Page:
will run games made for Game Boy Color.
Elfin hero Link returns to save the land of Labrynna from
evildoers. In Oracle of the Ages, Link travels back and forth
through time using a magical harp. In Oracle of the Seasons, a
magical rod has the power to change the seasons.
The action is typical Zelda questing: searching for items,
learning skills, battling monsters, talking to characters. But
everything is executed perfectly,
from the pacing of the story to the colorful graphics that make
the most of the Game Boy's small screen and limited resolution. The
worlds are vast and the play engaging and satisfying.
The gimmick here is that the two games (sold separately) can be
connected using a link cable and two Game Boys. Linking allows items
collected in one game to be brought over to the other and extends
It's a clever idea and a stroke of marketing brilliance: If you
play one game, chances are you won't be able to resist getting the
BOARDERS 2001 Snowboarding simulation. (Sony for PlayStation 2,
$49.99, ESRB rating: Everyone.)
Is there room for yet another PlayStation 2 snowboarding game? SSX,
still the best PS2 title available, has broad appeal with its wacky,
arcade-style action. The less-flashy ESPN Winter X Games
Snowboarding takes a more realistic approach to the sport and is
closer to a simulation.
Sony's Cool Boarders 2001 tries to find a balance between the two
and, for the most part, succeeds. One of its strong points is
variety: 27 courses and six events. There's downhill racing,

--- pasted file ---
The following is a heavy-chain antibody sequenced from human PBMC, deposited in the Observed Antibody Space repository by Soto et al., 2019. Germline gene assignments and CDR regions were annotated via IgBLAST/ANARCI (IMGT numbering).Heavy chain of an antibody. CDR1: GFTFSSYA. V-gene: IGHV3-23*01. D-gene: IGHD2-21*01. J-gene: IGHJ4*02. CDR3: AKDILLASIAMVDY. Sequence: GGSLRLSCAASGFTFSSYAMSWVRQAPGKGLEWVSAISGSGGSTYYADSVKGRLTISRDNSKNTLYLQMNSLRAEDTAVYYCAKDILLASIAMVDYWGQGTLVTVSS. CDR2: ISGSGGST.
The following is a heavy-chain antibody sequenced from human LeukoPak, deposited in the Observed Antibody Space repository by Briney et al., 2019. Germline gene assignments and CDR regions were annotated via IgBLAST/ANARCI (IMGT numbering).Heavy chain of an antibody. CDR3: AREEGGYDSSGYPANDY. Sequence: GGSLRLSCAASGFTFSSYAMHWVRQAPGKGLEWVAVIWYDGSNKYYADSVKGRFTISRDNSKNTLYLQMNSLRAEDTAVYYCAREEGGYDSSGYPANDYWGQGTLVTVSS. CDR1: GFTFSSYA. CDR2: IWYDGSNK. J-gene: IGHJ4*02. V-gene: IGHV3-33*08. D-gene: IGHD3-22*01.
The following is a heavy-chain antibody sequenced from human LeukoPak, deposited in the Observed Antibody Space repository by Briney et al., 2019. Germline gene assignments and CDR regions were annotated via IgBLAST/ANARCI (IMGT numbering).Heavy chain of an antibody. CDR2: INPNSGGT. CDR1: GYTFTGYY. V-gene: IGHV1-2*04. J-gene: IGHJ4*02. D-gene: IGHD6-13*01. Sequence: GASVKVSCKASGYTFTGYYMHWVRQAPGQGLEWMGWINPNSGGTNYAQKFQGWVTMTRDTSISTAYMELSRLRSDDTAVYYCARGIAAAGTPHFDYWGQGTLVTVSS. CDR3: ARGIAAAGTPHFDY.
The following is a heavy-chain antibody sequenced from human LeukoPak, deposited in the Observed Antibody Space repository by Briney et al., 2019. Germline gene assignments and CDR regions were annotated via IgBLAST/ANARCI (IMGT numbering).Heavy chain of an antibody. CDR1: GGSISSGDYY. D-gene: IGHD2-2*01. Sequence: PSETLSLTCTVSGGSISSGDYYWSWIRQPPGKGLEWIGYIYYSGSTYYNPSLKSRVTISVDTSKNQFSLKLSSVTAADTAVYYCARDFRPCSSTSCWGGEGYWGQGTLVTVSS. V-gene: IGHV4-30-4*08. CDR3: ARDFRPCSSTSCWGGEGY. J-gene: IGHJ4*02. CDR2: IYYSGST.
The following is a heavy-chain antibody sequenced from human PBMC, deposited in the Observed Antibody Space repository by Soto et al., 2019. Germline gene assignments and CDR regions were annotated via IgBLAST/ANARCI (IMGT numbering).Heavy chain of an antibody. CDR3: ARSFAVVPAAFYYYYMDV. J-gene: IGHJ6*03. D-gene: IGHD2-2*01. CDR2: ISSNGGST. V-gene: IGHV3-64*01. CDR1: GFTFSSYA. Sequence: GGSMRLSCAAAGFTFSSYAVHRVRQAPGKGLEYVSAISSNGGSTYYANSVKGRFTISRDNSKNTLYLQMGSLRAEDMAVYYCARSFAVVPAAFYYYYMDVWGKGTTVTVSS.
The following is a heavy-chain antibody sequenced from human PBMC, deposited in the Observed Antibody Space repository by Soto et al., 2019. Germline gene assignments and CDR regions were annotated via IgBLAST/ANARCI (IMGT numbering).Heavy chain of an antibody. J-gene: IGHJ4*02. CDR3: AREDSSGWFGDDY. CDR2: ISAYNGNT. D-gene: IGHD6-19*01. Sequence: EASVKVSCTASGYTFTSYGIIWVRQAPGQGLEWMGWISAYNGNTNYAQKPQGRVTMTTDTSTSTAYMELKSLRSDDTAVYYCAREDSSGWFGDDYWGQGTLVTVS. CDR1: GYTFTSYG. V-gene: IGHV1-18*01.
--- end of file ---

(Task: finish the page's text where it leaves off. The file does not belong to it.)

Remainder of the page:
half-pipe contests, "big air" trick runs, board parks and wild
obstacle courses. Those who have grown tired of SSX's courses will
find plenty to explore here.
Control is intuitive and, in fact, a little too easy when it
comes to performing stunts. While the graphics are sharp and quick,
the character animations, especially during trick moves, aren't
particularly convincing. Sometimes boarders appear to defy gravity
as they execute flips and turns.
ZONE OF THE
ENDERS Action game. (Konami for PlayStation 2, $49.99, ESRB rating:
If it were a little longer and required more strategy, Zone of the
Enders could have been a great game. Instead, it's a good game that
earns another notch for putting the PlayStation 2 graphics
processors to the test.
The Japanese-made game takes place in a war-torn colony on
Jupiter, with the player taking control of a flying robot and
battling enemy invaders. Both the player's character and the enemies
are incredibly detailed, and midair fights are gorgeous light shows.
Piloting the robot is easy, thanks to a well- designed control
The game's weakness is in its battles. Repeated shooting or
up-close slashing pretty much takes care of all enemies. It's
mindlessly enjoyable, but those looking for more strategy might be
If tactics are what you're looking for, Zone of the Enders comes
packaged with a playable demo of Metal Gear Solid 2: Sons of Liberty
-- now that's cool.
3 Party game. (Nintendo for Nintendo 64, $49.99, ESRB rating:
Nintendo has taken to releasing a new version of Mario Party every
year, and the third incarnation is clearly the best, with improved
graphics and better game play. It's basically a turn-based board
game spiced up with minigames -- more than 70 this time around.
The minigames include a Tetris-style arcade game, races in boats
trivia quizzes and reaction tests. They're colorful and cute but
often simply require rapid button mashing that's hard on the hands
Still, the Mario Party titles are among the few true multiplayer
games for more than two players that actually work. There's also a
new two-player version that adds battles and reduces the time spent
waiting for your turn.
Great for parties and sleepovers, but little to offer players
older than 12.
E-mail Roger Yim at firstname.lastname@example.org.